Hurricane Irma triggered one of the largest recorded mangrove dieback events in the region. In the first 15 months after Irma, 10,760 ha of mangroves showed evidence of complete dieback, with little to no greening (Fig. 2, Supplementary Fig. 3). These low resilience areas were marked by a 0.2 drop in NDVI and recovery times that exceeded 15 years (Materials and methods are available as Supplementary materials). The areas of dieback primarily occurred in large concentrated patches at low elevations (Fig. 2a). Indeed, the majority of the dieback, or low resilience areas, occurred where ground elevation was under 10 cm asl (Fig. 2b, Supplementary Fig. 4, Supplementary Table 1). The largest mangrove die-off region occurred along the southern tip of Florida in a location that is separated from the ocean by the Buttonwood Ridge, a natural coastal barrier/depositional berm (~0.5 m asl in height) that limits tidal exchange, impounds water, and isolates inland mangroves from the direct hydrological exchange with Florida Bay22 (Fig. 2). Similar artificial barriers (e.g., roads and levees) are also present in the region that limit inflow of freshwater from upstream sources. In addition, our analysis found other large patches of mangrove die off around Gopher Key and Ten Thousand Islands, areas that are also semi-enclosed by coastal berms.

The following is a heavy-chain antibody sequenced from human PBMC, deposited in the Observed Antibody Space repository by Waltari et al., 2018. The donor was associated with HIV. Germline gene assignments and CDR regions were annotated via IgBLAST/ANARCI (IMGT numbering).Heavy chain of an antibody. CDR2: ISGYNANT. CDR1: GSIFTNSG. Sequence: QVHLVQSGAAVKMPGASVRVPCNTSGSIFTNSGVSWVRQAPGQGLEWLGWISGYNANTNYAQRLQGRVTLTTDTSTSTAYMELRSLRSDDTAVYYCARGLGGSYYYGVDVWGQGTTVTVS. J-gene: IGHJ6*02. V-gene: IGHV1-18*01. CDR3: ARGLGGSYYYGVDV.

The maximum recorded storm surge level of ~3 m impacted the southwestern coast but was less than 2 m on the southern coast (Fig. 1). However, over 90% of the dieback occurred in areas where storm surge exceeded 1.4 m above the ground surface (Fig. 2c, Supplementary Fig. 4). Dieback was also disproportionally concentrated in forest stands dominated by Avicennia germinans with an estimated impact area of 73% (7,750 ha) of all dieback areas (Fig. 2d). Overall, Irma had a strong selective pressure on the distribution of forests dominated by A. germinans whereby nearly 40% of these mangrove forests died compared to the less than 6% of the other forest communities.